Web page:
Photos by autoTRADER.ca staff.
Ever hear the phrase "It's too much car for you"? Sounds like something from an '80s movie, right? Truth is, with the widespread adoption of automatic transmissions, anyone can hop in most any car and drive away. However, when you're just starting to learn, you don't want a luxury land yacht/isolation chamber with a V6 that'll happily go 50 km/h without any throttle input from you. And our selection criteria for the ideal beginner's car makes Goldilocks look accommodating: eager throttle response that doesn't simulate Speed Racer, firm braking that doesn't induce whiplash, accurate steering that's not too heavy or light, good visibility out of the greenhouse that doesn't make you feel exposed or vulnerable, comfortable suspension that neither destroys tailbones nor feels detached from the road, and finally, safety features and technologies that don't inspire reckless behaviour. It's a hefty list that can be summed up in alliterative fashion: speed, steering, sight, suspension, safety. Go a step further and what it boils down to is simply control.
Despite all the animal-inspired model names, a car is not some wild, untamed beast – it is a machine that's been engineered and assembled with care. Your first time behind the wheel should not in any way, shape or form resemble the rodeo at the Calgary Stampede. That being said, certain vehicles do provide a gentler introduction to the world of motoring bliss. These vehicles, from the moment you start up the engine, will provide feedback and react to your inputs in a predicable manner so that you're never second-guessing yourself. When you're out on the road, you get a feel for the road conditions, with a ride that's neither too vague nor too crashy. Though they may be equipped with cameras and sensors, you don't need to rely on them to keep track of your surroundings when driving or parking – they're a safety net designed to inspire confidence, not carelessness: you are still expected to remain present in the operation of your motor vehicle. That's the magic word here: control.
So, what qualifies and what doesn't? Read on and find out!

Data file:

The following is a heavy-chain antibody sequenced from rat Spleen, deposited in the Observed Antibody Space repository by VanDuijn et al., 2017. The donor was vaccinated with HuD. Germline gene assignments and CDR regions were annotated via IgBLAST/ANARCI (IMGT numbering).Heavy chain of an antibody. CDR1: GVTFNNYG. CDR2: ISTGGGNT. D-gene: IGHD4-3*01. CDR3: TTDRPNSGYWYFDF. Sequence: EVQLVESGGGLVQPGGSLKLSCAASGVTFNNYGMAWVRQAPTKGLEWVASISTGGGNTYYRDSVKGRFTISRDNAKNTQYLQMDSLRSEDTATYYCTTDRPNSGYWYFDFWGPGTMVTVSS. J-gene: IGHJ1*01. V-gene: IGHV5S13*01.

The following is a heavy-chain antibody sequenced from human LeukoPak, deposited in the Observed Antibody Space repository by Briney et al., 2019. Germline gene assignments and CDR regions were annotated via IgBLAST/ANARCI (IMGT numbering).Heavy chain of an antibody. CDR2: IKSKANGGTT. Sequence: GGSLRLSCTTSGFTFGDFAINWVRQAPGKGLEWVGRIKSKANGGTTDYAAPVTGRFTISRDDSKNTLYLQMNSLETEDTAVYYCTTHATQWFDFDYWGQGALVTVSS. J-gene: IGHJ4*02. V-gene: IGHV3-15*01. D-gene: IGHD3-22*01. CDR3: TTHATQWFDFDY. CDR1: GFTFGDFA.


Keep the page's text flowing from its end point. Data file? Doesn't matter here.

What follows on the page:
Crowd Favourite: Honda Civic
The Honda Civic is the best-selling car in Canada for a reason. Well, several reasons: it's affordable, well made and easy to drive. The current generation's rear headrests do reduce rear visibility somewhat, but its stellar road manners make this an easy recommendation. Though many shoppers have flocked to SUVs and crossovers for the taller ride height and ground clearance, the Civic's low centre of gravity means that it feels more stable when cornering and less likely to be batted around in strong winds despite its light weight. Its popularity also means widespread availability in the used market if you're shopping on a budget.
Alternate: Toyota Corolla
The Civic's long-time arch-nemesis Toyota Corolla checks all the same boxes, and even surpasses the Civic in areas like interior design and value, but is ultimately edged out by the Civic's superior handling and visibility. Definitely test drive both (and the Mazda3) if you're in the market.
Media Darling: Volkswagen Golf
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Despite being the shortest car in the manufacturer's lineup, the Volkswagen Golf is surprisingly roomy, owing in no small part to the gentle slope of the roof. That same design feature also allows for a clear view out the back, which is a key requirement for this list. The other surprise is how solid everything feels, from the steering wheel and pedals, to the ka-chunk of the doors closing and the almost-eerie stillness that falls over the cabin. Paradoxically, the sound insulation in the Golf actually helps you hear what's going on around you, because you're no longer overwhelmed by road and wind noise. While you're at the dealership for a test drive, see if they have a GTI – same practical form-factor, but oh so much more oomph.
Alternate: Mini Cooper
The closest you're going to get to a go-kart in a production vehicle, the Mini Cooper is not soft and forgiving like a Civic, but rather provides you with immediate feedback and charges you with the task of staying on course, while its light weight allows for quick corrections should the need arise. Even if you're absolutely hopeless at parking, the Mini is so small you could probably park it almost sideways in a Costco parking spot and still stay within the lines.